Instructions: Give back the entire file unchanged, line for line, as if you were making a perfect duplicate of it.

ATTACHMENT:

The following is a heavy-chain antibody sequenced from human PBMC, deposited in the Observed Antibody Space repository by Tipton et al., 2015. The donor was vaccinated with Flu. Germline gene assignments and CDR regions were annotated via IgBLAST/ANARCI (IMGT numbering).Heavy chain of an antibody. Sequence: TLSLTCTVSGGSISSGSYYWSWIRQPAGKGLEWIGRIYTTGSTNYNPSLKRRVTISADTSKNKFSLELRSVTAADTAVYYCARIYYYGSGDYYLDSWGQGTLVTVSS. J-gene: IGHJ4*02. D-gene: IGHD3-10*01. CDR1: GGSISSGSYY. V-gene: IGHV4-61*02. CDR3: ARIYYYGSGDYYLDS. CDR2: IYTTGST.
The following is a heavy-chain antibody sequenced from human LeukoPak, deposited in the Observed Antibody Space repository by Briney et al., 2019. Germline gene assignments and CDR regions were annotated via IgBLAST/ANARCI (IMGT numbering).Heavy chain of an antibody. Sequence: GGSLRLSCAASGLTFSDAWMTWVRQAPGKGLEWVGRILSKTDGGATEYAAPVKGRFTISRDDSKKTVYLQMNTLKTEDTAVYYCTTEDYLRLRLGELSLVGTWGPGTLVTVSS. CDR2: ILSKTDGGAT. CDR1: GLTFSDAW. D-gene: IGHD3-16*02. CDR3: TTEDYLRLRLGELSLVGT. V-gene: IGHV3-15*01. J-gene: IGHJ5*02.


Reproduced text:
The following is a heavy-chain antibody sequenced from human PBMC, deposited in the Observed Antibody Space repository by Tipton et al., 2015. The donor was vaccinated with Flu. Germline gene assignments and CDR regions were annotated via IgBLAST/ANARCI (IMGT numbering).Heavy chain of an antibody. Sequence: TLSLTCTVSGGSISSGSYYWSWIRQPAGKGLEWIGRIYTTGSTNYNPSLKRRVTISADTSKNKFSLELRSVTAADTAVYYCARIYYYGSGDYYLDSWGQGTLVTVSS. J-gene: IGHJ4*02. D-gene: IGHD3-10*01. CDR1: GGSISSGSYY. V-gene: IGHV4-61*02. CDR3: ARIYYYGSGDYYLDS. CDR2: IYTTGST.
The following is a heavy-chain antibody sequenced from human LeukoPak, deposited in the Observed Antibody Space repository by Briney et al., 2019. Germline gene assignments and CDR regions were annotated via IgBLAST/ANARCI (IMGT numbering).Heavy chain of an antibody. Sequence: GGSLRLSCAASGLTFSDAWMTWVRQAPGKGLEWVGRILSKTDGGATEYAAPVKGRFTISRDDSKKTVYLQMNTLKTEDTAVYYCTTEDYLRLRLGELSLVGTWGPGTLVTVSS. CDR2: ILSKTDGGAT. CDR1: GLTFSDAW. D-gene: IGHD3-16*02. CDR3: TTEDYLRLRLGELSLVGT. V-gene: IGHV3-15*01. J-gene: IGHJ5*02.